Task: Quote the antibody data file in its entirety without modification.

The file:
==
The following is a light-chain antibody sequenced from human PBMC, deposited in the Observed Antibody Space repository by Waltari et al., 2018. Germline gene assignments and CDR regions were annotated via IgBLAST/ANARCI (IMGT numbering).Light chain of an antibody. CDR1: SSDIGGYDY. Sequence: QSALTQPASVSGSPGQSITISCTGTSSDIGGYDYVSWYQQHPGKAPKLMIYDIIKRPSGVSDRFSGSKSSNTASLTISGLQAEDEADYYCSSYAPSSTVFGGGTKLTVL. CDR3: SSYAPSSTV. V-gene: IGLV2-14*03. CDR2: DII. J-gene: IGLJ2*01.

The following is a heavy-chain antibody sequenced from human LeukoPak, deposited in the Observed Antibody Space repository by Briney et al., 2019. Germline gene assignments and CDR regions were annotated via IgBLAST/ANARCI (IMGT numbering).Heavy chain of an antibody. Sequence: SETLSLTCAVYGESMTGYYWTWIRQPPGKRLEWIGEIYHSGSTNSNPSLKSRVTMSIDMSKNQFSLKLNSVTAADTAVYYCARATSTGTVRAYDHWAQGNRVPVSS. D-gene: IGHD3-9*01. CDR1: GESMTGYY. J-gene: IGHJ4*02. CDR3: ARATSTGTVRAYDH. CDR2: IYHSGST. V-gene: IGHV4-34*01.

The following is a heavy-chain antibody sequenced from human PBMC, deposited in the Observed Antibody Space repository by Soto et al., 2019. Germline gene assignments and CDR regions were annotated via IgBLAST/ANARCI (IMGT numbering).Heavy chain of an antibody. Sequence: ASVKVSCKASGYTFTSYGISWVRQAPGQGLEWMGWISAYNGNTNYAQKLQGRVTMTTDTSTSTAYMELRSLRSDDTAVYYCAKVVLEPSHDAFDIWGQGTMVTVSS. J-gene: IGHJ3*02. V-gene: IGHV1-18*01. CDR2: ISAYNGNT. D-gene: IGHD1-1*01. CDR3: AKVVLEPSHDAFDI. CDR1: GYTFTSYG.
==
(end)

The following is a light-chain antibody sequenced from human PBMC, deposited in the Observed Antibody Space repository by Waltari et al., 2018. Germline gene assignments and CDR regions were annotated via IgBLAST/ANARCI (IMGT numbering).Light chain of an antibody. CDR1: SSDIGGYDY. Sequence: QSALTQPASVSGSPGQSITISCTGTSSDIGGYDYVSWYQQHPGKAPKLMIYDIIKRPSGVSDRFSGSKSSNTASLTISGLQAEDEADYYCSSYAPSSTVFGGGTKLTVL. CDR3: SSYAPSSTV. V-gene: IGLV2-14*03. CDR2: DII. J-gene: IGLJ2*01.

The following is a heavy-chain antibody sequenced from human LeukoPak, deposited in the Observed Antibody Space repository by Briney et al., 2019. Germline gene assignments and CDR regions were annotated via IgBLAST/ANARCI (IMGT numbering).Heavy chain of an antibody. Sequence: SETLSLTCAVYGESMTGYYWTWIRQPPGKRLEWIGEIYHSGSTNSNPSLKSRVTMSIDMSKNQFSLKLNSVTAADTAVYYCARATSTGTVRAYDHWAQGNRVPVSS. D-gene: IGHD3-9*01. CDR1: GESMTGYY. J-gene: IGHJ4*02. CDR3: ARATSTGTVRAYDH. CDR2: IYHSGST. V-gene: IGHV4-34*01.

The following is a heavy-chain antibody sequenced from human PBMC, deposited in the Observed Antibody Space repository by Soto et al., 2019. Germline gene assignments and CDR regions were annotated via IgBLAST/ANARCI (IMGT numbering).Heavy chain of an antibody. Sequence: ASVKVSCKASGYTFTSYGISWVRQAPGQGLEWMGWISAYNGNTNYAQKLQGRVTMTTDTSTSTAYMELRSLRSDDTAVYYCAKVVLEPSHDAFDIWGQGTMVTVSS. J-gene: IGHJ3*02. V-gene: IGHV1-18*01. CDR2: ISAYNGNT. D-gene: IGHD1-1*01. CDR3: AKVVLEPSHDAFDI. CDR1: GYTFTSYG.